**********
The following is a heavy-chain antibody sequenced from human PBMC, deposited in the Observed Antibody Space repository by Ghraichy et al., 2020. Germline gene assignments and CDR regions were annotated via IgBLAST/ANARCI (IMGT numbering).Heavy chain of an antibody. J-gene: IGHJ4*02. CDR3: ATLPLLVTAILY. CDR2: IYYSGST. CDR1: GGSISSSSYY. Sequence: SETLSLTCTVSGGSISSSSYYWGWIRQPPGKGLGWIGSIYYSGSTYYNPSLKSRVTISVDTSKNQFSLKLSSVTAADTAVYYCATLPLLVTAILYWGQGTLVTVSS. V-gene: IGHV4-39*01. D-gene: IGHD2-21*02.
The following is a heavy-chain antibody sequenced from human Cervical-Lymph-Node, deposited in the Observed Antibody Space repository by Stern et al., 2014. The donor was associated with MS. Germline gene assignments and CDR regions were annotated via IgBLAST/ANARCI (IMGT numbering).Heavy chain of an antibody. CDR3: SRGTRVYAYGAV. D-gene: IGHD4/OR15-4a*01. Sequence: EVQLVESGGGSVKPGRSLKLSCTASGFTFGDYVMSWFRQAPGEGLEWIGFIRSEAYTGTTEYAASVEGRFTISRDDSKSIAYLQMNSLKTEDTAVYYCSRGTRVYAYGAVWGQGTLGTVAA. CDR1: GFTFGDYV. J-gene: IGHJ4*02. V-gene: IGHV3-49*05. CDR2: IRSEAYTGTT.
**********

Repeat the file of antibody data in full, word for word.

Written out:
The following is a heavy-chain antibody sequenced from human PBMC, deposited in the Observed Antibody Space repository by Ghraichy et al., 2020. Germline gene assignments and CDR regions were annotated via IgBLAST/ANARCI (IMGT numbering).Heavy chain of an antibody. J-gene: IGHJ4*02. CDR3: ATLPLLVTAILY. CDR2: IYYSGST. CDR1: GGSISSSSYY. Sequence: SETLSLTCTVSGGSISSSSYYWGWIRQPPGKGLGWIGSIYYSGSTYYNPSLKSRVTISVDTSKNQFSLKLSSVTAADTAVYYCATLPLLVTAILYWGQGTLVTVSS. V-gene: IGHV4-39*01. D-gene: IGHD2-21*02.
The following is a heavy-chain antibody sequenced from human Cervical-Lymph-Node, deposited in the Observed Antibody Space repository by Stern et al., 2014. The donor was associated with MS. Germline gene assignments and CDR regions were annotated via IgBLAST/ANARCI (IMGT numbering).Heavy chain of an antibody. CDR3: SRGTRVYAYGAV. D-gene: IGHD4/OR15-4a*01. Sequence: EVQLVESGGGSVKPGRSLKLSCTASGFTFGDYVMSWFRQAPGEGLEWIGFIRSEAYTGTTEYAASVEGRFTISRDDSKSIAYLQMNSLKTEDTAVYYCSRGTRVYAYGAVWGQGTLGTVAA. CDR1: GFTFGDYV. J-gene: IGHJ4*02. V-gene: IGHV3-49*05. CDR2: IRSEAYTGTT.